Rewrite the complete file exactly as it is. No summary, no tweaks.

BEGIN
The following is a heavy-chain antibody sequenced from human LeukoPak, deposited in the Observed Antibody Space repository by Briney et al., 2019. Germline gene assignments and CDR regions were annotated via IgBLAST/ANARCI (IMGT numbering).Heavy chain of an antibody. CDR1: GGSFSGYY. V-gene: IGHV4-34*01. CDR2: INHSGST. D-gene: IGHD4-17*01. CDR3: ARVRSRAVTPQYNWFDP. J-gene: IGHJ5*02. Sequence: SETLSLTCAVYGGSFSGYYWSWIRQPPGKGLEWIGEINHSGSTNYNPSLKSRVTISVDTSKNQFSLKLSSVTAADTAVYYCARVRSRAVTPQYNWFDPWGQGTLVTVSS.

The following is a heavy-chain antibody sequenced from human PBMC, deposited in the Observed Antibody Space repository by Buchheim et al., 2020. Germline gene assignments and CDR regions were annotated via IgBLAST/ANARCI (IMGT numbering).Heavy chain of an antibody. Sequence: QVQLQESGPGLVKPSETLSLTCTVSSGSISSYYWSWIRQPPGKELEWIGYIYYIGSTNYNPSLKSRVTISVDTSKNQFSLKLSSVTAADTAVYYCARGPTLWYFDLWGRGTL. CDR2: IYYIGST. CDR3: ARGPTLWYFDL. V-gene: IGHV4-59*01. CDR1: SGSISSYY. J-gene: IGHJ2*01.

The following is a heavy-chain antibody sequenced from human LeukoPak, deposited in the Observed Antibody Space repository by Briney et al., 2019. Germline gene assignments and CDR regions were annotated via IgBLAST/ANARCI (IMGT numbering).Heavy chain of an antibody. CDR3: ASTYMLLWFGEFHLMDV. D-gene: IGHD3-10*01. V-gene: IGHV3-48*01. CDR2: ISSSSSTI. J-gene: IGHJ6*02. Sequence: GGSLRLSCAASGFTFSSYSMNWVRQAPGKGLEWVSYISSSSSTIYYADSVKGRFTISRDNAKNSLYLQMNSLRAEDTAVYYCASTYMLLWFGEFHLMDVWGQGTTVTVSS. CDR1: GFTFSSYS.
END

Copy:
The following is a heavy-chain antibody sequenced from human LeukoPak, deposited in the Observed Antibody Space repository by Briney et al., 2019. Germline gene assignments and CDR regions were annotated via IgBLAST/ANARCI (IMGT numbering).Heavy chain of an antibody. CDR1: GGSFSGYY. V-gene: IGHV4-34*01. CDR2: INHSGST. D-gene: IGHD4-17*01. CDR3: ARVRSRAVTPQYNWFDP. J-gene: IGHJ5*02. Sequence: SETLSLTCAVYGGSFSGYYWSWIRQPPGKGLEWIGEINHSGSTNYNPSLKSRVTISVDTSKNQFSLKLSSVTAADTAVYYCARVRSRAVTPQYNWFDPWGQGTLVTVSS.

The following is a heavy-chain antibody sequenced from human PBMC, deposited in the Observed Antibody Space repository by Buchheim et al., 2020. Germline gene assignments and CDR regions were annotated via IgBLAST/ANARCI (IMGT numbering).Heavy chain of an antibody. Sequence: QVQLQESGPGLVKPSETLSLTCTVSSGSISSYYWSWIRQPPGKELEWIGYIYYIGSTNYNPSLKSRVTISVDTSKNQFSLKLSSVTAADTAVYYCARGPTLWYFDLWGRGTL. CDR2: IYYIGST. CDR3: ARGPTLWYFDL. V-gene: IGHV4-59*01. CDR1: SGSISSYY. J-gene: IGHJ2*01.

The following is a heavy-chain antibody sequenced from human LeukoPak, deposited in the Observed Antibody Space repository by Briney et al., 2019. Germline gene assignments and CDR regions were annotated via IgBLAST/ANARCI (IMGT numbering).Heavy chain of an antibody. CDR3: ASTYMLLWFGEFHLMDV. D-gene: IGHD3-10*01. V-gene: IGHV3-48*01. CDR2: ISSSSSTI. J-gene: IGHJ6*02. Sequence: GGSLRLSCAASGFTFSSYSMNWVRQAPGKGLEWVSYISSSSSTIYYADSVKGRFTISRDNAKNSLYLQMNSLRAEDTAVYYCASTYMLLWFGEFHLMDVWGQGTTVTVSS. CDR1: GFTFSSYS.